by Jessica Reppert
For nearly 75 years, Titanic lay, undisturbed, in the icy depths of the sea. It wasn’t until 1985 that the ship’s final resting place was finally discovered by a team of scientists led by Dr. Robert Ballard.
On July 1, 1985, Ballard and his team embarked on a two part mission attempting to locate Titanic at the rumored area where the ship sank in the North Atlantic. Ballard and his team were on board a research vessel, Le Suroit, towing a “state-of-the-art side scan sonar system, which was capable of making 3,000 feet sweeps of the ocean floor in each pass,” (Titanic-titanic.com). Le Suroit spent ten days in the area of the sinking with the team of scientists studying what seemed like endless print-outs from the scanner, but still Titanic’s resting place was a mystery.
On Augst 7, Le Suroit was required elsewhere, so Ballard and many other scientists transferred to another research vessel, Knorr. This second vessel allowed scientists to continue their search when they arrived back at the area of Titanic’s sinking on August 22, 1985. Knorr was equipped with a different search technique, a “sled-like device called ‘Argo’, which was laden with TV cameras and towed just above the seabed, two-and-a-half miles below, looking for debris from the wreck, rather than the ship itself,” (Titanic-titanic.com). Images were sent back and viewed live from a small booth on the Knorr, which was watched endlessly by the alert scientists.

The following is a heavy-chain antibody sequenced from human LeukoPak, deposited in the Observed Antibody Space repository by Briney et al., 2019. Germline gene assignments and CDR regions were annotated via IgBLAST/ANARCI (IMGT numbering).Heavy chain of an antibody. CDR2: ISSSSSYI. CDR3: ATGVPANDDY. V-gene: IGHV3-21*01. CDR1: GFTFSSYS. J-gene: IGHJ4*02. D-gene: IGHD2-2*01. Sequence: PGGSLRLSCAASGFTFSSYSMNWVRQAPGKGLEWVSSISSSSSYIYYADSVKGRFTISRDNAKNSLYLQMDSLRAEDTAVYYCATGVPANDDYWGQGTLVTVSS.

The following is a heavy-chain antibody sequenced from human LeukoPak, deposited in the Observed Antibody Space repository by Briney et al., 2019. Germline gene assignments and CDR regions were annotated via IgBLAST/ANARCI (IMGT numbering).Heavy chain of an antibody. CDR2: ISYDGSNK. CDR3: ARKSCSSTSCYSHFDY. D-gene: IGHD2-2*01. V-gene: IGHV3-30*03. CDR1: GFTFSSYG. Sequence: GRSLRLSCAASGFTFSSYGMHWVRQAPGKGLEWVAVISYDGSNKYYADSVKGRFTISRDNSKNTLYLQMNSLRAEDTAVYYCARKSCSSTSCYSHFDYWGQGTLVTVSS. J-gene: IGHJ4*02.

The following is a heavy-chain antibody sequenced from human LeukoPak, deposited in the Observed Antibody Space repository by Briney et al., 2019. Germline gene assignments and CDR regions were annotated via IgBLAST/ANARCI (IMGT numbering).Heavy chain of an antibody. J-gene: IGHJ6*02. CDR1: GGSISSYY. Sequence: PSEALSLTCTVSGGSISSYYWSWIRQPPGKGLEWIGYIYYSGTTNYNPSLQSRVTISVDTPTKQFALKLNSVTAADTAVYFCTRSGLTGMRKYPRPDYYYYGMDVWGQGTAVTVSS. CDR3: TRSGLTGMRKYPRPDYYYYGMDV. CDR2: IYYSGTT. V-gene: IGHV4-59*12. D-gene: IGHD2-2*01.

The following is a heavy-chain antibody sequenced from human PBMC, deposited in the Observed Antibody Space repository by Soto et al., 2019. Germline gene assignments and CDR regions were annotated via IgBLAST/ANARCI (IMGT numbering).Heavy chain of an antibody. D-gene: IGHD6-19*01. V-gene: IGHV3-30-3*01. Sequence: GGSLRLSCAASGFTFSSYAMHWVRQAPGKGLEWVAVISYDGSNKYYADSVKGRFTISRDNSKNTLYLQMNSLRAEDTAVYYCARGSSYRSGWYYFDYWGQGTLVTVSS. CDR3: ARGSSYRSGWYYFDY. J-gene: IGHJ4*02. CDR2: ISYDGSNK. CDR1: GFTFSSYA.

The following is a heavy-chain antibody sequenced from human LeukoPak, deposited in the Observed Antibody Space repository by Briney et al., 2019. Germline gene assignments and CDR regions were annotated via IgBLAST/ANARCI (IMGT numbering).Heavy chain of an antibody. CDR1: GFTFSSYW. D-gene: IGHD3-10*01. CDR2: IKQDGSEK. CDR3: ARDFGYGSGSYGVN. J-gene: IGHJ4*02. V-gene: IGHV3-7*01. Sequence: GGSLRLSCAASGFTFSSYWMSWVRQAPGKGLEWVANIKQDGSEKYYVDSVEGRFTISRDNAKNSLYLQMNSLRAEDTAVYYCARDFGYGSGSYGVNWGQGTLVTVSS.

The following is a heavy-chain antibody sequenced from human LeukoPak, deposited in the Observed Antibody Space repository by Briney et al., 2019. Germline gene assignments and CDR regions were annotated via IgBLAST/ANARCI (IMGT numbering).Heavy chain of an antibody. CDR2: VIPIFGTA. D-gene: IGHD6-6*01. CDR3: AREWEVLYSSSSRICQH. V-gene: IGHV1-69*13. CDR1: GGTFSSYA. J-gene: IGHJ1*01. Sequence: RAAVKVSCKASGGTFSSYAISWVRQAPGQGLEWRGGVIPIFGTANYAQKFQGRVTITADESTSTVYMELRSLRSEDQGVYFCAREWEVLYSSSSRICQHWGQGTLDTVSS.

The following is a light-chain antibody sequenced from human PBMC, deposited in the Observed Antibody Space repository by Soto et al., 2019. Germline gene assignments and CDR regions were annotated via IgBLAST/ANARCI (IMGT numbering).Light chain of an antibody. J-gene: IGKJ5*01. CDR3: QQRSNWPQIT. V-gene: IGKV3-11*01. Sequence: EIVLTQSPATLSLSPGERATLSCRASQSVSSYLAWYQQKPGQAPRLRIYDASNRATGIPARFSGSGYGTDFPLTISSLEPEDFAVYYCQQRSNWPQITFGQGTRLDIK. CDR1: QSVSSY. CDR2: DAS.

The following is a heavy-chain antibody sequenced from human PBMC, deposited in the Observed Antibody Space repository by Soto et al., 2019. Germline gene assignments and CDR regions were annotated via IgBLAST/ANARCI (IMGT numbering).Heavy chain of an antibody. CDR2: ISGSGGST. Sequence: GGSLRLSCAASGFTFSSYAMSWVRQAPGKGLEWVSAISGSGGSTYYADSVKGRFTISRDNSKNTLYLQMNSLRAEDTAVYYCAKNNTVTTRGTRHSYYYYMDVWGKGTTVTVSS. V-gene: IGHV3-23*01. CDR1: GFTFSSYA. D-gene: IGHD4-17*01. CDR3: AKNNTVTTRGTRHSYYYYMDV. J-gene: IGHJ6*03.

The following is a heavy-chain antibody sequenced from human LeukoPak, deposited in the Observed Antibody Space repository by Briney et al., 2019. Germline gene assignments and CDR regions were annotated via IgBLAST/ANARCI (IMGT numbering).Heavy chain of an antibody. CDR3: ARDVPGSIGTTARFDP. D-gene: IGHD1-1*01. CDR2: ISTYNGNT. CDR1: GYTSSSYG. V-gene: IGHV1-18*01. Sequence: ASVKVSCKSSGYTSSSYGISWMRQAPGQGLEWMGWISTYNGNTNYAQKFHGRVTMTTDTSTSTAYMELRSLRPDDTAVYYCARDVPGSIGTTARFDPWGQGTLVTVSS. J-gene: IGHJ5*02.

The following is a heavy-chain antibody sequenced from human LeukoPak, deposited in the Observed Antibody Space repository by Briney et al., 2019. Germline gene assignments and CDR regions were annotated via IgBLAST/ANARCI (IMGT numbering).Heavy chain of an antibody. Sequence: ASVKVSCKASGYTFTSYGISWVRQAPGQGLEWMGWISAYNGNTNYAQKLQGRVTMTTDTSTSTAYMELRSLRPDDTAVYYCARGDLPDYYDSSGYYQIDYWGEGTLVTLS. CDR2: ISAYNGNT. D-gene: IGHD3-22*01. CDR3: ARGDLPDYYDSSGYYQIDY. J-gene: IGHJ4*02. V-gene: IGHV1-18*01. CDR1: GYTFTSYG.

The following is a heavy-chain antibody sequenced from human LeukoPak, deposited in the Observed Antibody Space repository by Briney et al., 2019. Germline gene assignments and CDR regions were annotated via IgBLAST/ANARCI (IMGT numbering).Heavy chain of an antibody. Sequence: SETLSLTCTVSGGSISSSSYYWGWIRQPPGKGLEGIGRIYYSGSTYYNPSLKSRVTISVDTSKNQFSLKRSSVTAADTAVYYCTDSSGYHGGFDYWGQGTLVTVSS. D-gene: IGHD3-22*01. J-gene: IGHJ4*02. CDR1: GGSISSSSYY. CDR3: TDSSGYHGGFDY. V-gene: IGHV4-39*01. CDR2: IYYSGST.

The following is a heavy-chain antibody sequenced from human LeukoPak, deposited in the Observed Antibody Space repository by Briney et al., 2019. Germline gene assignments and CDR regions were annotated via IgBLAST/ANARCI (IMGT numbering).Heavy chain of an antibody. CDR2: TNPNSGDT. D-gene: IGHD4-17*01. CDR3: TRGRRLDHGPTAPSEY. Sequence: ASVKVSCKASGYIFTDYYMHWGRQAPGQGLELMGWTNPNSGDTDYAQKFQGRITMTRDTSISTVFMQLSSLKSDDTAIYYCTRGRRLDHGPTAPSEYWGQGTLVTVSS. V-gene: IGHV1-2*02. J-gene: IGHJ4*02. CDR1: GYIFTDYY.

In the early morning hours of September 1, 1985, the scientists noticed the seabed began to look different than usual. “Instead of the usual curves and ripples of the never-ending mud and sand, unusual marks, coupled with small chunks of what were obviously man-made debris began to appear before the amazed scientists glued to the screens,” (Titanic-titanic.com).
Not long after, larger items came into view, including the massive boiler of a ship. “The Titanic, elusive for so long, and considered to be always a part of the past, was now a part of the present,” (Titanic-titanic.com).
Check out some of these awesome videos of Dr. Ballard’s discovery of the Titanic:
- NOAA Titanic Expedition 2004 – Wreck Footage
- “Return to Titanic” (2005 National Geographic Full-Length Special)
- “Last Mysteries of the Titanic” (2005 Discovery Channel Extended Edition Special)
- “Titanic: Death of a Dream” (1994 A&E Full-Length Special – Part 1)